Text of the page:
by Patrick Devlin

When I stumbled into the piercing daylight of an early September afternoon on the blasted plains of the Midwest, spun through the automated revolving door of a privately run Lutheran hospital, I landed back in America, the only industrialized country that does not consider health care to be a human right, where handcuffing health care to employment is the law and massive unemployment is the norm.

I was held as a patient for 5 days. I am a worker with health insurance, my brother is a worker (who works harder than me) who does not have insurance. If my brother would have eaten the subway tuna sandwich that I ate he would have either died (from not seeking medical attention) or have to file bankruptcy after seeking medical attention.

While I was sick I was tended to by Izabella, Amy, Amanda, Rey, I, Michael, Joanna, Yoni, Donna, Niki and a host of other humans. These little big people gave me my health and restored my faith in humans (humans who want/need/have to help other humans). So strange that this obvious notion has been lost or commoditized and industrialized in the US.

I was reminded by this of when, as a recent college graduate, I traveled to Europe and North Africa. While in Morocco, I accepted the offer of a family living in the High Atlas Mountains to share a meal – a meal of cheese, bread, butter and tea, the dairy products were not pasteurized. I left Morocco after being ill for a week, huddled and shivering in my bedsit hotel in Marrakesh. When I arrived back in Oxford UK, where my brother and his wife lived, I called a local doctor seeking drugs to make the intestinal parasite go away. I was given an appointment that morning. I was given an exam with blood work-up. I walked out with a prescription having paid 7 pounds 50. I am an American with a passport. I was treated like a human, a sick human, with care, dignity and humanity.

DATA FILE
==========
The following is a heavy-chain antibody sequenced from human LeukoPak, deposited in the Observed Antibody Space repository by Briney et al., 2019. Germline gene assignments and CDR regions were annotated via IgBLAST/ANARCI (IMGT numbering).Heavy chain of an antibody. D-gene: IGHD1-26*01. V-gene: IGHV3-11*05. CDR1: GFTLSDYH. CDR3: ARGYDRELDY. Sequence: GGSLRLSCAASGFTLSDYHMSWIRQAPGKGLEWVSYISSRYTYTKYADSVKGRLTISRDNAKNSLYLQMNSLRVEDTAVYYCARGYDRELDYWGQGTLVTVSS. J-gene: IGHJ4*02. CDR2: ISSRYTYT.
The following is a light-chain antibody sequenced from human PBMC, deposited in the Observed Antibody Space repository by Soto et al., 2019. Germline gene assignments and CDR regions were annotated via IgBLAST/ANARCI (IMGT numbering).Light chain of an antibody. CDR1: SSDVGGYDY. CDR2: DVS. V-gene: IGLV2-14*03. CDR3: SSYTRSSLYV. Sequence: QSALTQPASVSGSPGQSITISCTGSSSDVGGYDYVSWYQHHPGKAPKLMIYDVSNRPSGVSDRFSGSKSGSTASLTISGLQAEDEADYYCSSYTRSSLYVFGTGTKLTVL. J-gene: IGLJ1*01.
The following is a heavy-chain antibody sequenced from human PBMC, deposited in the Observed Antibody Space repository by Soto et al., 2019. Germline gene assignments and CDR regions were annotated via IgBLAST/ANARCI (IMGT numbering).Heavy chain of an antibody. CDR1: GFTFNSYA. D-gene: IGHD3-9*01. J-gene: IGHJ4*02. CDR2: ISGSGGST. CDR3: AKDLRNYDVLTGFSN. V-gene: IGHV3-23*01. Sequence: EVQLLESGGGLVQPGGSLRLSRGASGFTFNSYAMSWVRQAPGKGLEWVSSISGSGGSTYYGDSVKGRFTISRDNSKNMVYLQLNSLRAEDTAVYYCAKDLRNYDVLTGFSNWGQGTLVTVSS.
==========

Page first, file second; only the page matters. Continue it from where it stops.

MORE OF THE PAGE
The reason that humans are denied care in our great land is because of greedy Americans and cowardly politicians. Free markets don’t determine that profits have priority over compassion. The notion of free markets, however, does allow the weak and covetous amongst us to pretend that there is something more scientific and practical than behaving with humanity. The fearful and the greedy believe that the poor and sick must live horrible afflicted lives until they expire so as not to create a “moral hazard” (I’m not kidding here) by succumbing to the notion that helping our brethren humans is a requirement.

One of my first experiences back on planet America was riding a packed rush hour subway train. Here the slow, ill, infirm, elderly and pregnant are often left standing while young not-yet-able-to-afford-abandoning-public-transportation workers take a load off, gazing intently at handheld digital devices attempting to convey that politeness is an impolite interruption. I wonder if our job creators and law creators fealty to narcissistic self-promotion, infant-like self-infatuation and naked self-interest has crept into and informed the zeitgeist of America. Or if, at long last, our own self-interest and self-delusion has killed democracy in our country – a land of self-servants incapable of producing public servants.

Time to lend a hand & find our brothers in every man – We’ve always known.
lend a hand by the civilian conservation corps